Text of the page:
By the end of the two weeks I realised that PAS would have to depend on the Malay swing, not the Chinese votes. The Chinese would give us enough votes just to keep BN in check. At best we can expect 40% to 45% votes from the Chinese. They will make sure that the majority of the Chinese vote for BN just so that it can be seen that more than half the Chinese support the government. But it will not be more than that.

Rosmah Mansor, the wife of the Deputy Prime Minister, made this very clear to the Kuala Terengganu voters on Saturday, one week before the by-election. “We know who you vote for,” said Rosmah. “If you vote for the opposition we will know.”The message Rosmah was sending to the Kuala Terengganu voters is that your vote is not secret and the government will know if you voted for PAS or BN. That is not true, of course, but who would want to take that risk in case it is?

The Terengganu Menteri Besar, Ahmad Said, was more blunt when he told the Chinese. “If you are nice to me, then I will be nice to you. If you are not nice to me, then I can be ten times more not nice to you.”This was a veiled threat if ever I did see one and the message was simple: if you vote for PAS then expect my wrath. And everyone knows Ahmad Said would not hesitate to engage in fisticuffs, even during a State Assembly meeting, as Wahid Endut, who was once a victim of Ahmad Said, can testify.

The 8,000 Chinese voters in a state with a population of more than one million Malays do not need too many ‘messages’ to understand what lies ahead of them if they vote for PAS. And the 8,000 police personnel positioned all over town, practically laying Kuala Terengganu to siege, makes matters more dicey. Why the need for a police-to-Chinese ratio of one-to-one?

What the Chinese were telling us was not comforting but something we could not quarrel with. The Chinese were being threatened. They were being told that they vote for PAS at their own peril. If they know what is good for them then they must vote BN.The Chinese got the message loud and clear. And they also knew that PAS was going to win just on Malay votes, even if the Chinese voted BN. Okay, if the Chinese vote BN then PAS is going to win by a 2,000-vote majority. And if the Chinese vote PAS then the majority is going to be 5,000. But is it worth the risk just to increase PAS’s majority from 2,000 to 5,000?I had to concede that the Chinese are going to ‘play safe’.

“But just promise me one thing,” I told my Chinese friend.

“If PAS can’t get the Malay swing will the Chinese then vote PAS?”

“If PAS can’t win without Malay votes then we Chinese will vote PAS. But PAS will win, you watch, so no need for the Chinese votes. Let us vote BN and then we can put the blame on the Malays when PAS wins.”

The story does not end here though. On Sunday morning, the Blogging Team did a door-to-door walkabout to personally thank the Chinese voters before we came home to Kuala Lumpur. Some had tears in their eyes. “Kita menang,” many told me. Yes, ‘kita menang’, not ‘you menang’. It was a win for them as well as far as the Chinese were concerned.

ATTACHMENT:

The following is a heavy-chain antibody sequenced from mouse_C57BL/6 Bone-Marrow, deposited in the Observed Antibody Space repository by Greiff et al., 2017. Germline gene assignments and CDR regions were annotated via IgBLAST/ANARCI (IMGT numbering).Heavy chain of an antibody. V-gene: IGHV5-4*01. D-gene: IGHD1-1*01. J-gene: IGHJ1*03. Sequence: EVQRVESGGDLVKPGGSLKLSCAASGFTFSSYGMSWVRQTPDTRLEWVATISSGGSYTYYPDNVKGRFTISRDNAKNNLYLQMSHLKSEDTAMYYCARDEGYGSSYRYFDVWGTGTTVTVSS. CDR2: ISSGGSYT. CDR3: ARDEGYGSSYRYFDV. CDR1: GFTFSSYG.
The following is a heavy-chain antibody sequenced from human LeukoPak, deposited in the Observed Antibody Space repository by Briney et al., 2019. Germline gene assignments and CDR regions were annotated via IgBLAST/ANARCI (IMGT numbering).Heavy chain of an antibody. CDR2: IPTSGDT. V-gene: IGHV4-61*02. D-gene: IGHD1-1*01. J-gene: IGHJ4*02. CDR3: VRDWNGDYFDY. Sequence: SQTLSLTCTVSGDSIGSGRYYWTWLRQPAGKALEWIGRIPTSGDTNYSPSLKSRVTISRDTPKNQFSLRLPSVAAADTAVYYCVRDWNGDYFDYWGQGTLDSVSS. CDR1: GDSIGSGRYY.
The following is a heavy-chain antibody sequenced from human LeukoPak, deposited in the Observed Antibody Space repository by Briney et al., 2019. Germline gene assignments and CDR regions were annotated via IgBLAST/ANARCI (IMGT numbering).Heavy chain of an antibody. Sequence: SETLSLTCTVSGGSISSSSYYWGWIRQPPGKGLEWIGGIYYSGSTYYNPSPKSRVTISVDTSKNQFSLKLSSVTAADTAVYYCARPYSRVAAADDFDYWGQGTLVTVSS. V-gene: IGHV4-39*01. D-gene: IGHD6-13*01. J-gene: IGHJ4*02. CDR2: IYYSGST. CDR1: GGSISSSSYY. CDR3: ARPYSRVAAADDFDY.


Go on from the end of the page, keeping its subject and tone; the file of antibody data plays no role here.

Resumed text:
Many who were wet with tears while hugging me tightly probably did not vote for PAS. They could not due to fear of retaliation. But it was still ‘we won’ for them. And they will tell their comrades all over Malaysia that they voted for BN mainly because the government threatened them. 8,000 Chinese voters in a state of more than one million and with 8,000 armed police surrounding the town did not offer them too many options.

But the Chinese will remember this. They will remember how Umno threatened them in the Kuala Terengganu by-election on 17 January 2009. And it will be payback time come the next general election. You can threaten 8,000 Chinese when your numbers are more than one million. But try doing this in states where the Malay-Chinese population is almost balanced.

Umno ‘won over’ the Chinese in Kuala Terengganu. But it was with a gun at the head. And the Chinese will never forget this. And neither will we. I was hoping that the Chinese were right. I was hoping that the Chinese can safely vote BN and that PAS will still win just on the Malay votes. On hindsight, the Chinese were right of course. Much to my relief that is exactly what happened, though I would have loved a 5,000 majority instead of just 2,631.In the short-term, Umno ‘won’ the Chinese votes. But the ‘win’ was gained through the barrel of the gun. This is not the best way to win because, in the long-term, the Chinese will want to ‘pay back’ Umno for threatening them in the Kuala Terengganu by-election.

And that will be when Umno discovers they have won the battle of Kuala Terengganu but they are going to lose the war, the bigger battle for Malaysia. And MCA too will suffer. If it was just Umno that threatened the Chinese this can be accepted as ‘normal’. But when MCA joins the gang of thugs to also threaten their own community, this is something the Chinese find hard to stomach. MCA is supposed to serve the Chinese. In the Kuala Terengganu by-election, MCA was the voice of Umno to help threaten the Chinese.